Where next for a post-Morsi Egypt?
By Daniel Alan Kennedy
The 2011 revolution in Egypt raised hopes that democratic institutions would replace Hosni Mubarak’s dictatorship. The recent removal of President Morsi by the Egyptian military and the violence on the streets that followed has instead left Egypt facing an uncertain future.
Jeremy Bowen, BBC Middle East Editor and renowned Egyptian journalist Yosri Fouda met at the Frontline Club on 12 August to attempt to shed some light on recent events and on Egypt’s political future.
Fouda explained that the Muslim Brotherhood, whom many had seen as the most well-organised political faction in Egypt had overreached, causing their administration to quickly lose popularity:
“I think the legacy of more than 80 years of working underground; they were subjected – and we have to always remember this – to all sorts of oppression and exclusion, and torture in some cases, got them a little bit ahead of themselves and they wanted to not only form the government but to actually reshape the state.”
Fouda also claimed that while the Army had chosen to remove Morsi following massive street protests, it was not done out of pure economic self-interest, as many had claimed, noting that:
“The army had more privileges under Morsi compared to even what they had under Mubarak.”
He also explained that the army had found the year-and-a-half period of directly administrating the country after the fall of Mubarak unpleasant and did not want a return to martial law.
I went to a celebration with some military people and some civilian people… to my left was the Commander of the Artillery. There were some young officers with their families, every now and then shouting the famous slogan… “The army and people are one hand“. And every time they shouted this the Commander of the Artillery said, “Never again!… What did we have in the end? We were shaving in the street, going to the toilet in the street and we were called names by kids!”… So they too had a very bad experience with us and they too have been trying to learn something from it.”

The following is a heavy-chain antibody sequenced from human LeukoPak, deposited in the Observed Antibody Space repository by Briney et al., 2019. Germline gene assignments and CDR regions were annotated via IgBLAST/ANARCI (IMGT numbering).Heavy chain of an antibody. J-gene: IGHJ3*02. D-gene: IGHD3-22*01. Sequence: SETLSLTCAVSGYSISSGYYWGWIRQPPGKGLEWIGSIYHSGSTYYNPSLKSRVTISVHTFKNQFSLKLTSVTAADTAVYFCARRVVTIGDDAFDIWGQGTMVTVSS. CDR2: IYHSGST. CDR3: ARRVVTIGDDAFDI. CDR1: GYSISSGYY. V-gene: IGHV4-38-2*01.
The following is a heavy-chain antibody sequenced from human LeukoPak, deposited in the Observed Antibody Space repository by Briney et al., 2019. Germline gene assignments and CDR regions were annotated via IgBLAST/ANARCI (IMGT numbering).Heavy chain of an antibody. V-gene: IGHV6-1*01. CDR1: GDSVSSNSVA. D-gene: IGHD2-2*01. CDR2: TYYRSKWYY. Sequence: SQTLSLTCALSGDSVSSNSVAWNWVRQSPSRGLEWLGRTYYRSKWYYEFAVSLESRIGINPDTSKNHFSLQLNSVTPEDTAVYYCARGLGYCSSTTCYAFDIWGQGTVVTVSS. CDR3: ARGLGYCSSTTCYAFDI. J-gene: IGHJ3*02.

Responding to an audience question on how the Muslim Brotherhood could be included in any future liberal democratic form of government if they subscribe to an Islamic ideology, Fouda emphasised the dangers of excluding them again:
“In my opinion what we do not want to have is going back to the time when many forces… particularly Islamic, had to work underground… you really need to accommodate and it’s not going to be perfect, it’s going to be painful and it’s going to take time but it is much better than driving anyone underground.”
Bowen fielded a similar question on why Western governments had chosen to deal with the Muslim Brotherhood despite their alleged ties to terrorist groups and why Western media had chosen to frame Morsi’s removal almost exclusively as a coup d’etat.
“The Americans and other Western countries attach a lot of great importance to elections. They believe that the way of establishing a new Egypt was through a democratic process, so well there’s an election… it produced the result it produced. I think they felt obliged to say, “Well alright. Go ahead. See what you can do.””
Fouda received a round of applause from many of those in attendance, by stressing the importance of building genuine democratic institutions if Egypt is to move forward through its current political turmoil:
“What you are really after is the rule of law… if we manage together to lay the foundations for a healthy society that goes by the rule of law, then the revolution will have succeeded.”
Daniel is a freelance journalist and researcher specialising in foreign affairs, with an emphasis on Russia and the former Soviet Union. Twitter: @danielabkennedy
Watch and listen to the event here: